Hurricane Dorian Causes ‘Pure Hell’ In Bahamas As It Approaches The U.S.

The Category 5 storm made landfall in the Bahamas over the weekend causing at least five deaths.

In this NOAA GOES-East satellite handout image, Hurricane Dorian, now a Cat. 4 storm, moves slowly past Grand Bahama Island on September 2, 2019 in the Atlantic Ocean.
NOAA / Getty Images

The Category 5 storm made landfall in the Bahamas over the weekend causing at least five deaths.

Hurricane Dorian devastated the islands of the Bahamas as the storm made landfall in the region as a Category 5 hurricane over the weekend, according to a report from an ABC News journalist stationed there.

During a broadcast of ABC World News Tonight on Sunday, ABC News reporter Marcus Moore said that the storm created intense devastation with no clear path out.

“The storm surge has taken over the terrain,” Moore said. “Absolute devastation. There really are no words; it’s pure hell here.”

Moore confirmed that the island experienced Category 5 winds as predicted.

The ABC reporter has not sent a tweet from his account since Sunday. In the post, he shared video of Marsh Harbor, a town in Abaco Islands, Bahamas, that depicted a pre-Dorian view of the island as wind speed began to pick up. The reporter showed boats that had been left in the harbor as the storm approached the island.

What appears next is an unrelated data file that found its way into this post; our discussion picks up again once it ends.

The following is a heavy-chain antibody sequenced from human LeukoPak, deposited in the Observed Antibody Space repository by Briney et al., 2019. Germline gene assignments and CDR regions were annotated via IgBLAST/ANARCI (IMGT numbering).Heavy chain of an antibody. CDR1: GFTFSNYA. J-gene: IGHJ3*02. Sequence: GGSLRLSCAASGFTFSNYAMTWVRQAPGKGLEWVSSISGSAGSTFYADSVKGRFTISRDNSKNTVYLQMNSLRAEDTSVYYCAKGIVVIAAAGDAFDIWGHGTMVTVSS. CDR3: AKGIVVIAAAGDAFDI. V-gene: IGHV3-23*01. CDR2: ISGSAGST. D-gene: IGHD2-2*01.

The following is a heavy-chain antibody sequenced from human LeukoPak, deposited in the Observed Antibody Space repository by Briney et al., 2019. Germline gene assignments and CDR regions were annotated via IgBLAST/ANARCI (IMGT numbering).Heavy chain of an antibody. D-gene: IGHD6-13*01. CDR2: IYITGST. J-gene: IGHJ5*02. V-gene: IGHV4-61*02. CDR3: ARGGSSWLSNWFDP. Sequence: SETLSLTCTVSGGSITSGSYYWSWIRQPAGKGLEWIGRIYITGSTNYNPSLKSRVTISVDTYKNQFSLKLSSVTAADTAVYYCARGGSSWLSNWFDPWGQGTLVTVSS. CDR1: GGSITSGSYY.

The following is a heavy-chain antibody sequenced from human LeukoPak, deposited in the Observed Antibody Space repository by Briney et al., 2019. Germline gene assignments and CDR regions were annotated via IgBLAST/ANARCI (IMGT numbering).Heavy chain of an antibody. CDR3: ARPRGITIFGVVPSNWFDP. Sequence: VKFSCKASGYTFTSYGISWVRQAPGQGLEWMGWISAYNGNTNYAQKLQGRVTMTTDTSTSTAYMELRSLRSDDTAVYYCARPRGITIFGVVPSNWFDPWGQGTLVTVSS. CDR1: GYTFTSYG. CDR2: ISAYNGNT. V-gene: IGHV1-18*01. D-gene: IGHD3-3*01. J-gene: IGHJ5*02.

According to a report from CNN, the storm has claimed five lives in the Bahamas as of Tuesday. CNN reported that a resident that was impacted by the storm said that the hurricane was “worse than what anyone on earth could have expected.”

Michael Hynes, who was described as being located in Freeport, the main city in Grand Bahama, described the hurricane as creating a train-sounding noise for more than 30 hours. He also said that he lost access to running water during the first night of the hurricane. Per CNN, the storm began to move northwest at 2 mph as of Tuesday.

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According to a report from The Hill, ABC News’ Marcus Moore is just one of a few U.S. reporters currently in the hurricane-ravaged islands.

The storm is approaching the United States, but since landfall in the Bahamas, it has weakened to a Category 2 storm. Despite weakening, however, Hurricane Dorian has actually grown in size, with hurricane-force winds extending some 60 miles outside of Dorian’s center. Tropical storm-force winds now span some 175 miles from the center of the Category 2 storm.

The storm had initially been feared to hit the U.S. territory of Puerto Rico, which is still trying to make a full recover following 2017 Hurricanes Irma and Maria, which left the island devastated. Then, the storm’s path shifted and seemed like it would make landfall in Florida. While the storm is still expected to graze Florida and the southern states along the east coast of the United States, including Georgia and North Carolina, it seems that the Bahamas faced the hurricane at its strongest.